I was once and briefly a very junior engineer in the Merchant Navy. I went to college took part of my 2nd engineers ticket. I spent very little time at sea and left to do something completely different. The interest in ships and engineering never quite left me though and this part of the Journeyman′s Workshop is a collection of bits and pieces vaguely connected with ships, boats and other things with a maritime leaning. I used to build plastic kits, "when I were a lad", and a few years ago thought I would try the grown up version! One day I will model something really interesting and original but for now a quick look at my recent unfinished effort.
Continuing along the modelling thread this one has not yet got further than wishful thinking. The ship shown is a German Coastguard pollution control vessel. I found this some time ago and have always though it would make a super model. I have tried to contact the builders, Volkswerft Stralsund GmbH, several time without success but I have been slowly gathering images and data from the internet where Neuwerk seems to be quite a popular vessel to photograph.
Recently (2010) I have purchased a set of drawings from a German model supply store VTH (Vertag für Technik und Handwerk GmBH) which is a 1:100 scale set of drawings for modelmakers. I have also obtained a set of original drawings from the ships owners, WSA Cuxhaven. Next on the agenda is to learn German so that I can read the drawings!
More information about the Neuwerk can be found at Neuwerk - Pollution Control Vessel - a future project, maybe?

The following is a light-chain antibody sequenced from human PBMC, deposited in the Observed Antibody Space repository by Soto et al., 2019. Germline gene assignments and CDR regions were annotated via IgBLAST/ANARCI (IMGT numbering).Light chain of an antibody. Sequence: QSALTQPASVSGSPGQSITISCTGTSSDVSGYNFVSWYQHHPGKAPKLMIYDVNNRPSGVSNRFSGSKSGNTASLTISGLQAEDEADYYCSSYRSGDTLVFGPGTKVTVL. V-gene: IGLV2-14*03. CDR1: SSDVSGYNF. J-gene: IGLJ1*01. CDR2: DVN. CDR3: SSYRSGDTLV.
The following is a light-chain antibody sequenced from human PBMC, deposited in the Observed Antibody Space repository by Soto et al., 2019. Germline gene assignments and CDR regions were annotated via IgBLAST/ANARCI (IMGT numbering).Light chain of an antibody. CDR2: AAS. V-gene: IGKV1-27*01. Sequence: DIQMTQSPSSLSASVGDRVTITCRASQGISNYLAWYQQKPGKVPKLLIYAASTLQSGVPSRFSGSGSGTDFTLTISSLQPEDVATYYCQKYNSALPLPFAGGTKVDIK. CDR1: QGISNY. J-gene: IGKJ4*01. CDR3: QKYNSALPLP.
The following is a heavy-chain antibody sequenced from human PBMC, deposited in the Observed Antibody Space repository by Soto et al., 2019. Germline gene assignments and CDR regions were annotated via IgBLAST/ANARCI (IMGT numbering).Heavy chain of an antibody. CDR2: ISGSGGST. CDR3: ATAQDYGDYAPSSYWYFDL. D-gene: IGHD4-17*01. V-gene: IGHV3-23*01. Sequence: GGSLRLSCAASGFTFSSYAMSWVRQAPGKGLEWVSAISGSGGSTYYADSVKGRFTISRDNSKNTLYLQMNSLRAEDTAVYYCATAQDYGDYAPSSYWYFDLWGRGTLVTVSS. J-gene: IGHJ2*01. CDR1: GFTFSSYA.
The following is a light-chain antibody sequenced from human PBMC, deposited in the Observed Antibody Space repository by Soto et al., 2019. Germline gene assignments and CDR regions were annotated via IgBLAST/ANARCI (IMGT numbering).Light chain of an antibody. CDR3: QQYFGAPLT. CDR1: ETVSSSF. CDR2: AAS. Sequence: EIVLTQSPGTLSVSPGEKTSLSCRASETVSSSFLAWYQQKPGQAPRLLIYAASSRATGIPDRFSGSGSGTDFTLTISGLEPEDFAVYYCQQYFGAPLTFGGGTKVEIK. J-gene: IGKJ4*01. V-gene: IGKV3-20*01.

Feeling Your Age!
I came upon this triple expansion steam engine in the Science Museum, Kensington, London, UK and was struck by it′s familiarity. I don′t think it is currently on display but close inspection revealed why I knew it. The engine came from the Training Ship Glen Strathallan a converted steam trawler. It is here because many years ago, when doing part of my marine-engineering cadetship, I was briefly quite well acquanted with it .
I have found out a little more about the origins, history and eventual demise of this little ship and present it here for your interest.
Budapest Transport Museum
A few marine related photos from the museum that I visited whilst holidaying in Hungary. Worth a visit if you are in the neighbourhood - Budapest Transport Museum
This paddlewheel engine sits outside the museum next to the cafe. The engine is from the River Danube paddle tug Vertes (ex-Tihany) which operated from 1914 until 1963 . It is a twin cylinder compound engine, HP about 300mm dia LP about 400mm dia x 1200mm stroke
The feathering paddlewheels are about 3m dia and some 5m apart, although the shaft may have been reduced in length for the display.
Larger versions of this photo of Vertes and of the engine can be found at Paddlesteamers.info
This is a cutaway or half section model of the Mary Celeste, set in a mirrored case so that you can see the inside. Also has the unfortunate effect of showing an unintentional "selfie" of the photographer.